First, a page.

The record-setting legislative session leaves pork-filled dreck on our plate
So now it's done, the longest meeting ever of the Oregon Legislature. And what do we have to show for it?
A deal that will balance the state budget, sure. Lawmakers got that job done, even if it took them a very, very long time. They approved &
36;2.5 billion for much-needed road and bridge work and made positive changes in the Public Employees Retirement System as well.
But lest the praise be heaped too high, let's acknowledge that a lot of dreck slid through as well. Some of the worst:
State support for a Major League Baseball stadium in Portland
. Backers rejiggered the plan again and again until it became palatable enough to pass. But Portland's bid to lure the Montreal Expos took a great deal of effort on the part of a lot of people whose heads were in the outfield when they should have been pitching in, so to speak, on the basics.
. Bars and taverns will be able to add a sixth video poker machine and greyhound and horse racing tracks as many as five under a plan to help the state budget. The budget needs help, of course, but more gambling isn't the kind we should be seeking.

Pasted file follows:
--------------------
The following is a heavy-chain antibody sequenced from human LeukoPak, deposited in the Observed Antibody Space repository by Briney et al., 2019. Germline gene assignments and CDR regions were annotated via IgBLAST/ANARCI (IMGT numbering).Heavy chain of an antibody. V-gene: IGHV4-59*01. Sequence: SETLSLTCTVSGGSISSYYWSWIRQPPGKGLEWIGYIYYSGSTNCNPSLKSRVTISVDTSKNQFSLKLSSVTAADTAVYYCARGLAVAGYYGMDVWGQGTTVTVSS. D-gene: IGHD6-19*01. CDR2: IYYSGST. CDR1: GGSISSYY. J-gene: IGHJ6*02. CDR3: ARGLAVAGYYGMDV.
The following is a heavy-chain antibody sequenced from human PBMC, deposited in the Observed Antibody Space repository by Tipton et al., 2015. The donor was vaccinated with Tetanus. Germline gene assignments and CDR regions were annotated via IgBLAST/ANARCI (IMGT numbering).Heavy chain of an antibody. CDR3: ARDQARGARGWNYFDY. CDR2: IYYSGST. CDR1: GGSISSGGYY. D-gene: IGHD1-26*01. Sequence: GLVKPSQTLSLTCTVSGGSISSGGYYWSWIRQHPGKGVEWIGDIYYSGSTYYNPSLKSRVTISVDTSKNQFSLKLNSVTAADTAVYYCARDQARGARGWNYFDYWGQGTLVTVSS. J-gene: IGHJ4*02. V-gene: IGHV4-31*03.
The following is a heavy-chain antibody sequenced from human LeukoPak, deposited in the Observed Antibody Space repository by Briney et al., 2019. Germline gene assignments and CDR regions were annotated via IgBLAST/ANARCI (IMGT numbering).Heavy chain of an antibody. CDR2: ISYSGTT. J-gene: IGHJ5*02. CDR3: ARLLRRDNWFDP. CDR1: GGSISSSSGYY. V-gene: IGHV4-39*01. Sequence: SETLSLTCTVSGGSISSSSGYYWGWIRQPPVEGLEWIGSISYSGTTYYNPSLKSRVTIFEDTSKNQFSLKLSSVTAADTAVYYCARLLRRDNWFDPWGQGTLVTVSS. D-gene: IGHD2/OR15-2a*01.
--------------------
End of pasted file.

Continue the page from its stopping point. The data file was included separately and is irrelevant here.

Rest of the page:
A higher speed limit
. Thanks to the singlemindedness of West Linn Rep. Randy Miller and apparent lack of interest on the part of Gov. Ted Kulongoski, Oregon drivers soon will have the green light to hit 70 mph on some freeways. Which means, of course, that everyone will drive at least 80. Stand back.
Looser ethics laws
. There is no good rationale for approval of House Bill 3328, which allows lobbyists to foot the bill for all-expenses-paid trips for public officials' relatives, and allows officials and relatives to accept unlimited gifts from many individuals. The only positive news here is that the governor hasn't yet decided to sign the legislation.
Pet projects, of course, are nothing new to politicians. But you've got to ask whether the months of budget hand-wringing might have been days or weeks shorter if legislators had collectively attempted to pay attention to the very serious tasks at hand. You might ask whether Oregon would have a long-term solution to its money problems instead of one that critics already are attempting to dismantle.
Listen to local legislators' take on the session. Ashland Sen. Lenn Hannon: dysfunctional. Medford Rep. Rob Patridge: brutal. Jacksonville Sen. Jason Atkinson: I don't think people here always have the citizens in mind.
That much couldn't be clearer.